After my last letter to you, I have to report of another death here in Armenia. This was a good kind and yet very sad at the same time. Here in the mission field, when a missionary goes home, they say he died. His companion says that he is killing the missionary because he will be his last companion before he goes home. I told the missionaries that my son, Ken, killed some of his companions when he was a new missionary out in the field. They all had great empathy for Ken and said how hard that would be. As a new missionary, you are still dealing with trying to learn the language, how teach, how to get around, how to get to know the members and investigator's names and tell them from each other, new food, doing your own laundry in a bucket, new money system and homesickness. The missionary that is going home starts to get "trunky" and talking about home. As a new missionary that just left home recently and is adjusting to his new completely different life, going home sounds pretty good. I could understand how hard it would be as they explained it to me. I, also, have a greater empathy for Ken now since they explained it to me.
We always have a get together before the missionary leaves with the missionaries in their area. It is called a funeral. I was on line looking for a recipe for apple pie when Susan skyped me. She was at her in-laws home at their regular Sunday Night get together. It was Monday morning my time. The whole family was sitting around on couches visiting. I told them I was looking for an apple pie recipe on line because I had funeral that day and needed to make it before I went. Then I remember that Jason's sister, Stephanie, knew Elder Davis and told her that he was going to die. The whole family panicked thinking that Elder Davis had died. They were very relieved when I told them what that meant and we all had a good laugh. I made the apple pie in a large skillet about the side of an extra-large pizza. I needed enough to feed everyone. It turned out "tasty" (the Armenian's who speak English use this word to describe food that is good) It looked like a pie that the pioneers would have made in the metal skillet.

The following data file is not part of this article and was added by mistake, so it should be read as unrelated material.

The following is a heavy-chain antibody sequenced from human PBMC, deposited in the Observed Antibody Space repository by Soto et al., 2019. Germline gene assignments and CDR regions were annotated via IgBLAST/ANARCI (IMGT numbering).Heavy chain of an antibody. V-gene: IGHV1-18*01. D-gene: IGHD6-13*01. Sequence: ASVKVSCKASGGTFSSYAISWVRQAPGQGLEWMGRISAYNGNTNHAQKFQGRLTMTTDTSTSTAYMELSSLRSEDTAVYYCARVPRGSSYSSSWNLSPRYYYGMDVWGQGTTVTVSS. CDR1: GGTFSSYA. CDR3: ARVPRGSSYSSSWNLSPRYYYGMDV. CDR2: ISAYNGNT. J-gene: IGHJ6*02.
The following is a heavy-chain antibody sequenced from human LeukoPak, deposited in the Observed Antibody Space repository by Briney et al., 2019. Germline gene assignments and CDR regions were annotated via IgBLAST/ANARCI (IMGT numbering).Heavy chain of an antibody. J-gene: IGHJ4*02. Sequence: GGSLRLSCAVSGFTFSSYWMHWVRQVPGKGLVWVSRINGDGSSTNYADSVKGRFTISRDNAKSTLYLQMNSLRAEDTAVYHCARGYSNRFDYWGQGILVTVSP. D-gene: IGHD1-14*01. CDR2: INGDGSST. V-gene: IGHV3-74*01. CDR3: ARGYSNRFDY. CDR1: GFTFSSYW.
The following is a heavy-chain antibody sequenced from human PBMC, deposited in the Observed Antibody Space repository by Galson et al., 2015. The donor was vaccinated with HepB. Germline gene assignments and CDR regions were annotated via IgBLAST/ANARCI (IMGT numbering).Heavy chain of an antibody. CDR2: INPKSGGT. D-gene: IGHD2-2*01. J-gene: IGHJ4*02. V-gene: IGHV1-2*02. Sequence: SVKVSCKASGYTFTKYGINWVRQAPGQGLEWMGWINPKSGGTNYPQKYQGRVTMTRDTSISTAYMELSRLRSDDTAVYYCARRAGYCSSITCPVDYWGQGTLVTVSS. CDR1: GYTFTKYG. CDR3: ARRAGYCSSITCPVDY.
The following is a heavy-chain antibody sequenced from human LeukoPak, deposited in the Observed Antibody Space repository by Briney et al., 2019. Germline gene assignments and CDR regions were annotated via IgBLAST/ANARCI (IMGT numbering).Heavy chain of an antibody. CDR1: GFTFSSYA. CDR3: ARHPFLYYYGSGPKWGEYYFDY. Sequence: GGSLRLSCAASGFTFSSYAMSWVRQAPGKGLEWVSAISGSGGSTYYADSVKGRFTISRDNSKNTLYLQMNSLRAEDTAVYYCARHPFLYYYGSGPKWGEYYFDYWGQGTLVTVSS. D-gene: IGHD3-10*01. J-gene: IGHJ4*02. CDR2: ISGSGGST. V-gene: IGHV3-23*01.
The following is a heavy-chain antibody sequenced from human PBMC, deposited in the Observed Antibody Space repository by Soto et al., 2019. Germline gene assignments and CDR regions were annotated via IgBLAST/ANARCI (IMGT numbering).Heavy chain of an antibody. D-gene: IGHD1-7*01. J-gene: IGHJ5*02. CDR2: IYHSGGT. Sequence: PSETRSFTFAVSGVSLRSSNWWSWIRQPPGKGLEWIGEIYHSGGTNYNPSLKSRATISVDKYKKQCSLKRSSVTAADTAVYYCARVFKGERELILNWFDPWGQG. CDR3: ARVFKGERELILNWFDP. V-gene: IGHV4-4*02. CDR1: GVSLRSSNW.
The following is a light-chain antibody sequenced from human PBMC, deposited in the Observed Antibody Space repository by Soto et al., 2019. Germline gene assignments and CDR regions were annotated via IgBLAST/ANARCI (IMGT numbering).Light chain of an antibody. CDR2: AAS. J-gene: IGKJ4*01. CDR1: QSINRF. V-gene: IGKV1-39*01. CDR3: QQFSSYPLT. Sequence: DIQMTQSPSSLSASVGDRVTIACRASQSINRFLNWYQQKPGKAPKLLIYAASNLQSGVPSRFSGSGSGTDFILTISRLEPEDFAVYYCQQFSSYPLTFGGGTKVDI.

When we went over to Vanadzor to go to the party, all the elders were in jeans, shirts and sweatshirts. They looked like college kids. It was the first time my sweetheart and I had been out of the apartment in anything except missionary clothes. We all looked like we were going on a picnic which we were. It is much warmer in Vanadzor than in Gyumri and all their snow is gone except on the mountains. The difference in Armenia is that if you want to go as a group out of town, you rent a mar/shoot/knee for $35. The driver put on some Armenian music and everyone was dancing in their seats and singing at the top of their lungs. There is only seatbelt in the mar/shoot/knees or cabs and is used by the driver. The missionaries all know the words to the Armenian music because you hear it everywhere. The driver took us about 40 minutes out of town to a village in the mountains to visit a museum of a famous poet. The poet's temple work for his family has been done by one of the sister's that was with us as he is part of her husband's family tree. Her husband was from the little village but in 20 years he had never taken his wife to see it. People here just don't travel like we do in the USA as they just can't afford it. He would have come with us except he had to work.